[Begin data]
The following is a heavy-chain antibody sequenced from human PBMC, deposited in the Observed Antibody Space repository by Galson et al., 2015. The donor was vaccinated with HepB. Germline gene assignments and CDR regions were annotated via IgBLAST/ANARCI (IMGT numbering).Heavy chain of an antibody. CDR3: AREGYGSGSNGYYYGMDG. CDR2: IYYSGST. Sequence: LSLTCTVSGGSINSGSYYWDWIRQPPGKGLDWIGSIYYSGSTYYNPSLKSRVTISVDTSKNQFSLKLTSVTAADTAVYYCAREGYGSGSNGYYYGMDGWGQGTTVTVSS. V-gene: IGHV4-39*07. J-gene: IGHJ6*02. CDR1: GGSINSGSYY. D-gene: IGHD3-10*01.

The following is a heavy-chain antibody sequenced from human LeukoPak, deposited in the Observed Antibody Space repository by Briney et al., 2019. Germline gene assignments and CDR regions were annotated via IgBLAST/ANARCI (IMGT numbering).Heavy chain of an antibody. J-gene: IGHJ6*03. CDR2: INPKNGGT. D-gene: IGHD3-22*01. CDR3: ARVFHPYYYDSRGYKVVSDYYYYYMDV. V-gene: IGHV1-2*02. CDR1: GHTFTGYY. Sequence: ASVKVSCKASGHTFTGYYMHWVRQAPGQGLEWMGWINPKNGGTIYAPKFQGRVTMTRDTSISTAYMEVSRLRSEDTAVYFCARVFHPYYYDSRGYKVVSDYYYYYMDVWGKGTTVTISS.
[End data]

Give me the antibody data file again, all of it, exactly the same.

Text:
The following is a heavy-chain antibody sequenced from human PBMC, deposited in the Observed Antibody Space repository by Galson et al., 2015. The donor was vaccinated with HepB. Germline gene assignments and CDR regions were annotated via IgBLAST/ANARCI (IMGT numbering).Heavy chain of an antibody. CDR3: AREGYGSGSNGYYYGMDG. CDR2: IYYSGST. Sequence: LSLTCTVSGGSINSGSYYWDWIRQPPGKGLDWIGSIYYSGSTYYNPSLKSRVTISVDTSKNQFSLKLTSVTAADTAVYYCAREGYGSGSNGYYYGMDGWGQGTTVTVSS. V-gene: IGHV4-39*07. J-gene: IGHJ6*02. CDR1: GGSINSGSYY. D-gene: IGHD3-10*01.

The following is a heavy-chain antibody sequenced from human LeukoPak, deposited in the Observed Antibody Space repository by Briney et al., 2019. Germline gene assignments and CDR regions were annotated via IgBLAST/ANARCI (IMGT numbering).Heavy chain of an antibody. J-gene: IGHJ6*03. CDR2: INPKNGGT. D-gene: IGHD3-22*01. CDR3: ARVFHPYYYDSRGYKVVSDYYYYYMDV. V-gene: IGHV1-2*02. CDR1: GHTFTGYY. Sequence: ASVKVSCKASGHTFTGYYMHWVRQAPGQGLEWMGWINPKNGGTIYAPKFQGRVTMTRDTSISTAYMEVSRLRSEDTAVYFCARVFHPYYYDSRGYKVVSDYYYYYMDVWGKGTTVTISS.